- Written by: Robert Bingham, CFA - Defensive Investment Advisor
The extraordinary measures taken by the United States Federal Reserve to stimulate employment growth has resulted in substantial price appreciation of bonds during the last 4 years. Investors who owned bonds have seen appreciation of their holdings across market sectors including high-yield, high-grade corporate, government and municipal issuers.
But experienced bond investors are becoming increasingly concerned about the impact rising interest rates will have on their bond portfolios when the Federal Reserve decides stimulus measures are no longer warranted. While the Fed has announced that we will see additional Fed intervention in the bond market for the foreseeable future, at some point they will step away from the market and bond prices should fall.
How bad could it be? Consider that in 2011, the ten year Treasury bond started the year with interest rates near 4%. By year end, rates had fallen to 1.86%. Accordingly, the ten year Treasury appreciated by 17%. In a reversal, it would be reasonable to expect long term bonds to decline by 17% or more.
So what can bond investors due to protect themselves? There are a variety of fixed income tactics that can be employed:
1. Avoid bond mutual funds and buy individual bonds with laddered maturities. When interest rates rise, most bond prices fall. Owners of individual bonds can expect their principal to be returned to them through interest payments and bond redemptions; bond mutual fund holders have no such assurance. As rates rise, mutual fund prices will fall, and investors will need to sell fund shares at depressed prices to obtain liquidity.
2. Buy premium bonds with high coupons priced to a short call date. "Kickers" are a conservative way to generate above market income, while protecting investors from major price adjustments if rates rise modestly. The bonds' prices are generally less volatile than the market because they will probably come due before maturity due to the short call date and high coupon.
3. Invest in variable rate bonds which pay interest tied to a recognized index like US $ LIBOR . Currently, many of these issues have coupons that are near zero percent. So, like the “Zero Coupon Bonds” that they currently resemble, they trade at a discount to par. But when rates rise, they will pay more interest and begin to resemble bonds with regular coupons. Prices are likely to rise to par value when this happens. There are a limited number of these bonds outstanding. So when they are in demand (and in a rising rate environment, they should be in great demand), they should move higher in price. So in the worst case, you own a discounted bond which over its life should appreciate to par and earn an attractive return. But when rates rise, the bonds should appreciate quickly, which will help to offset the principal losses of the fixed coupon instruments in a bond portfolio.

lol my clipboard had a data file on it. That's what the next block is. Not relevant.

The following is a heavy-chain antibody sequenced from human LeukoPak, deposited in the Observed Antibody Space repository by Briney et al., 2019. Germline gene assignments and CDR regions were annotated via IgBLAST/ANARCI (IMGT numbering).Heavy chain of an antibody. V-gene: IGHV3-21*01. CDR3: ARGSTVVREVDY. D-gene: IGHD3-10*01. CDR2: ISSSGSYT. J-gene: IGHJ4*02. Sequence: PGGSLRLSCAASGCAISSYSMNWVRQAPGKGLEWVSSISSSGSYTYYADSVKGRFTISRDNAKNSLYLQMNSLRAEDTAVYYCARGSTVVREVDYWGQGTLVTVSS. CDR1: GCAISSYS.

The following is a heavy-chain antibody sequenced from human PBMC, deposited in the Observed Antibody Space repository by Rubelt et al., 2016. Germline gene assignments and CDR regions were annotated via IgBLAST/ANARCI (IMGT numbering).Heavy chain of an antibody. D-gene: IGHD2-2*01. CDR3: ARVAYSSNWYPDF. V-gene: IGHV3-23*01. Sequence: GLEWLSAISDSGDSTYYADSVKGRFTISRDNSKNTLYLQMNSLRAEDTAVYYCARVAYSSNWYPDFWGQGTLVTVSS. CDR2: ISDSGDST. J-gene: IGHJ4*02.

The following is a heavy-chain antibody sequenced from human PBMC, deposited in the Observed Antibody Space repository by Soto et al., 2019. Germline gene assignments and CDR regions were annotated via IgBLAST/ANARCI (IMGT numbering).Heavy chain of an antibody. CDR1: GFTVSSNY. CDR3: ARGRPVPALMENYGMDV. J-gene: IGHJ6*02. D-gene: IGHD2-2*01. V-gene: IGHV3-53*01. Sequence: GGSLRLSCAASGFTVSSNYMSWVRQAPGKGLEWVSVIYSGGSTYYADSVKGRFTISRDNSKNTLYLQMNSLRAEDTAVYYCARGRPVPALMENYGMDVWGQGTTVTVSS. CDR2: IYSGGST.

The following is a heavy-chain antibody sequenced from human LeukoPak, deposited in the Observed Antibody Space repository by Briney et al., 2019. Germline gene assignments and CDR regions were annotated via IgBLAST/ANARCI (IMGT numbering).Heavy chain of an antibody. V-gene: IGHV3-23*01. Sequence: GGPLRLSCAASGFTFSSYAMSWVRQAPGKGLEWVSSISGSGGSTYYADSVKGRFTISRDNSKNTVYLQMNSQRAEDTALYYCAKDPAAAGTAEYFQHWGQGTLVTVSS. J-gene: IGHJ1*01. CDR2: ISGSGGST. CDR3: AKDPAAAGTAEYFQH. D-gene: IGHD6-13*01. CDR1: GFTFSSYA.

Example: GE Capital has bonds available in $1000 par increments which mature in 2036 and pay Quarterly US $ LIBOR + .48% . (LIBOR is currently .4345%.) The bonds trade at a price of 76 or $760 per $1000 par and pay a coupon of .9145% or $91.45 per thousand (a/o 10-8-12). If Quarterly US $ LIBOR were to rise from .4345% to 5%, they would pay 5.48%. Over the same term, we would expect the bonds to trade higher to around par, giving investors capital appreciation of 24 points or around 32%.
4. Buy short term, “junk bond issues” which mature in 3 to 5 years. There are many well-managed companies, particularly in the “mid-cap” universe, which offer good yields. These are “junk” issuers, but many have reasonable financial characteristics, limited annual redemptions to refinance, and yield attractive returns. Clearly, investors need to diversify their portfolio holdings; but it is worth the effort. Investors can earn an additional +/- 2 percentage points of return by taking risk that can be, for the most part, diversified out of a portfolio.
Buying individual bonds and implementing these strategies in parallel with other traditional fixed income portfolio tactics can generate good return and cash flow, provide protection from rising rates and reduce risk by adding additional sector and industry diversification. And most importantly, they should help you to survive the bond bear market which is likely to unfold over the next ten years.
Robert Bingham is the founder, President and Chief Investment Officer of SKY Investment Group, a privately-held investment management firm based in Hartford Connecticut. The firm provides direct-instrument equity and fixed income portfolio management to private clients and their families. Mr. Bingham holds a joint BA in Mathematics and Economics from Middlebury College. He is a Chartered Financial Analyst and a member of the New York Society of Security Analysts. He has been managing assets for private clients and their families for 26 years. For further information on SKY, visit their website at www.skyig.com.Write comment (0 Comments)